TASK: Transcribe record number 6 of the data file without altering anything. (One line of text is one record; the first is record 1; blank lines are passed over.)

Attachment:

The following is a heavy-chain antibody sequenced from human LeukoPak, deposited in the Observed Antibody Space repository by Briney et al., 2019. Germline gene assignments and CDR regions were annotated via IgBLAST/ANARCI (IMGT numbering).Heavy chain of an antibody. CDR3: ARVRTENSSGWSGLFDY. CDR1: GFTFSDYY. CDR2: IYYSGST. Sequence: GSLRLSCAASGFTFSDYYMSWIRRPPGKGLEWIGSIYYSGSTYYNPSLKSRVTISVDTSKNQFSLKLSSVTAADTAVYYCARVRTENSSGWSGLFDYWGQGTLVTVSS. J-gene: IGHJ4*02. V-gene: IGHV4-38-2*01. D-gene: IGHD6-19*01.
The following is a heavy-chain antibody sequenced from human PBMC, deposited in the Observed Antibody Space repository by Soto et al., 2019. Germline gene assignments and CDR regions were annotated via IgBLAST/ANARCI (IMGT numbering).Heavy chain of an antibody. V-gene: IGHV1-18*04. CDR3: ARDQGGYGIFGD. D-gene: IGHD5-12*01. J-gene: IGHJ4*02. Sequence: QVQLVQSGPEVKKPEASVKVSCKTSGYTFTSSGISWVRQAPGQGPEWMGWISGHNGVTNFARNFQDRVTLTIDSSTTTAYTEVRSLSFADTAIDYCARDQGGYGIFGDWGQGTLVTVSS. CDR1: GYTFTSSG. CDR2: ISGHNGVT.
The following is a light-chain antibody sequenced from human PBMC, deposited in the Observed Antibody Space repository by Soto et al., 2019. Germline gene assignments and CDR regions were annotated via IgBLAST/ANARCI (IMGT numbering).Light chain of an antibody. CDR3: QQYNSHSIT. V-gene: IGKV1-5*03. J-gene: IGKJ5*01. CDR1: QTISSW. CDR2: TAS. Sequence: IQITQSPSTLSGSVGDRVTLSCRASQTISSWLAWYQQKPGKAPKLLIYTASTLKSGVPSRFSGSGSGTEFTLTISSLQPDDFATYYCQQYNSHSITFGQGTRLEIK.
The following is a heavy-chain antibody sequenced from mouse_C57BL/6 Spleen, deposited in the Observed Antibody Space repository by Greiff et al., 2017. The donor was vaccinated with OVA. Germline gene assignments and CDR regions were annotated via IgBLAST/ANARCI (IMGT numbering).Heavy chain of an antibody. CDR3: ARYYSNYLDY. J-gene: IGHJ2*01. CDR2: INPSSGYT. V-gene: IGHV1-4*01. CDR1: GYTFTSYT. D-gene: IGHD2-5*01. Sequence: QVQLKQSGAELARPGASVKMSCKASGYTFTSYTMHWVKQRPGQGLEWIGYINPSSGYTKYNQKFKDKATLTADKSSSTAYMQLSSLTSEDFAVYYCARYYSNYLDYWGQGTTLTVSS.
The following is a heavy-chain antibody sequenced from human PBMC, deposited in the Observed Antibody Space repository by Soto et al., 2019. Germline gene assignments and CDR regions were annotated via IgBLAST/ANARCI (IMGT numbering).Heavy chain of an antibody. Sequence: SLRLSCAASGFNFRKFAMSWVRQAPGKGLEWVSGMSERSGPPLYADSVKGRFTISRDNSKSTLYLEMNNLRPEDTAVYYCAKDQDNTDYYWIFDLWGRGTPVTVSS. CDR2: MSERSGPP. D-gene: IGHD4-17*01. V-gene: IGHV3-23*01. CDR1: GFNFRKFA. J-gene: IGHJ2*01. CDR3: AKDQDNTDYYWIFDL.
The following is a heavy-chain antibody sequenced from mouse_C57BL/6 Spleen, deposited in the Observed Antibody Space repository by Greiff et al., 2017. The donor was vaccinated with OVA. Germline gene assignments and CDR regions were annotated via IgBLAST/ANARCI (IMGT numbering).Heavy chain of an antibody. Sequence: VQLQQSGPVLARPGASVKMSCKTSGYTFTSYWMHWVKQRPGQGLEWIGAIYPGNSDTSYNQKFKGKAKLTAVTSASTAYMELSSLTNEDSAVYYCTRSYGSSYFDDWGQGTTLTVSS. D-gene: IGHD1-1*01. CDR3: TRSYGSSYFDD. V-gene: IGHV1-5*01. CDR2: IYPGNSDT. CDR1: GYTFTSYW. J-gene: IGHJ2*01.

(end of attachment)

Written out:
The following is a heavy-chain antibody sequenced from mouse_C57BL/6 Spleen, deposited in the Observed Antibody Space repository by Greiff et al., 2017. The donor was vaccinated with OVA. Germline gene assignments and CDR regions were annotated via IgBLAST/ANARCI (IMGT numbering).Heavy chain of an antibody. Sequence: VQLQQSGPVLARPGASVKMSCKTSGYTFTSYWMHWVKQRPGQGLEWIGAIYPGNSDTSYNQKFKGKAKLTAVTSASTAYMELSSLTNEDSAVYYCTRSYGSSYFDDWGQGTTLTVSS. D-gene: IGHD1-1*01. CDR3: TRSYGSSYFDD. V-gene: IGHV1-5*01. CDR2: IYPGNSDT. CDR1: GYTFTSYW. J-gene: IGHJ2*01.